“It is Metem with the mules,” said Aziel.
“I hope so,” answered Elissa.
Again there was silence, which, after a while, was broken by a loud knocking at the door.
“Rise,” said Aziel, “Metem comes for us.”
“No, no,” cried Elissa, “it is Doom that knocks, not Metem.”
As the words passed her lips the door was burst open, and through it poured a mob of armed priests, at the head of whom marched the Shadid. By his side was his daughter Mesa, in whose pale face the eyes burned like torches in a wind.
“Did I not tell you so?” she said in a shrill voice, pointing at the three. “Behold the Lady Baaltis and her lover, and with them that priest of a false faith who called down curses upon our city.”
“You told us indeed, daughter,” answered the Shadid; “pardon us if we were loth to believe that such a thing could be.” Then with a cry of rage he added, “Take them.”
Now Aziel drew his sword, and sprang in front of Elissa to protect her, but before he could strike a blow it was seized from behind, and he was gripped by many hands, gagged, bound and blindfolded. Then like a man in a dream he felt himself carried away through long passages, till at length he reached an airless place, where the gag and bandages were removed.
“Where am I?” Aziel asked.
“In the vaults of the temple,” answered the priests as they left the prison, barring its great door behind them.
THE SACRILEGE OF AZIEL
How long he lay in his dungeon, lost in bitter thought and tormented by fears for Elissa, Aziel could not tell, for no light came there to mark the passage of the hours. In the tumult of his mind, one terrible thought grew clear and ever clearer; he and Elissa had been taken red-handed, and must pay the price of their sin against the religious customs of the city. For the Baaltis to be found with any man who was not her husband meant death to him and her, a doom from which there was little chance of escape.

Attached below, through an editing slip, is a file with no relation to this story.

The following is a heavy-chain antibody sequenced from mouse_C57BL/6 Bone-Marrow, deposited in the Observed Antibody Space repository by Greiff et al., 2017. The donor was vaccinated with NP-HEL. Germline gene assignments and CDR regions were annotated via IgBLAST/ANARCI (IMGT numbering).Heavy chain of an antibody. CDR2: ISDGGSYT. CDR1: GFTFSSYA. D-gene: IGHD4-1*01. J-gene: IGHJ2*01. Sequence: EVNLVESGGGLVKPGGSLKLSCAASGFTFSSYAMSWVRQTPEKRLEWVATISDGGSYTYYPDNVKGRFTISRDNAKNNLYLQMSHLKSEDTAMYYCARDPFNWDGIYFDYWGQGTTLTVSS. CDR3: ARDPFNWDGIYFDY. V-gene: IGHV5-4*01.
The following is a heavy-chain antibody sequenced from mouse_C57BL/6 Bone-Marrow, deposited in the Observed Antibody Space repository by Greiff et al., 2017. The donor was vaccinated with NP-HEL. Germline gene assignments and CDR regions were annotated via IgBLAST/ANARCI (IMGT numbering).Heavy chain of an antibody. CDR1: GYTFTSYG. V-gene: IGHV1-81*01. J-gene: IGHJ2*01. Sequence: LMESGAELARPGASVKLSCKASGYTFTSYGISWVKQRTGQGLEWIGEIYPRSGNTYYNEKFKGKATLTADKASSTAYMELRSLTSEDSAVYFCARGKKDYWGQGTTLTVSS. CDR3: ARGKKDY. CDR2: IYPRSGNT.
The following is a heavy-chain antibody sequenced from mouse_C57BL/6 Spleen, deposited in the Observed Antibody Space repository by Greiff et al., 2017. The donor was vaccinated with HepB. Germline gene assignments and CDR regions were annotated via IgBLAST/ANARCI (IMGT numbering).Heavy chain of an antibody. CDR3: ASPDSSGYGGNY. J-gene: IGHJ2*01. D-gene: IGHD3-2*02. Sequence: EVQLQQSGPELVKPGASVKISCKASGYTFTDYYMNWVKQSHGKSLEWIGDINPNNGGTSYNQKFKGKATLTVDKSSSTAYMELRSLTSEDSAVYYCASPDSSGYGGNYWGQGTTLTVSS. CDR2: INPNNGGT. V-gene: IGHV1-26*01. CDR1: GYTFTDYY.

Well, to his own fate he was almost indifferent, but for Elissa and Issachar he mourned bitterly. Truly the Levite and Metem had been wise when they cautioned him, for her sake and his own, to have nothing to do with a priestess of Baal. But he had not listened; his heart would not let him listen—and now, unless they were saved by a miracle—or Metem—in the fulness of their youth and love, the lives of both of them were forfeited.
Worn out with sore fears and vain regrets Aziel fell at length into a heavy sleep. He was awakened by the opening of the door of his dungeon, and the entry of priests—grim, silent men who seized and blindfolded him. Then they led him away up many stairs, and along paths so steep that from time to time they paused to rest, till at length he knew, by the sound of voices, that he had reached some place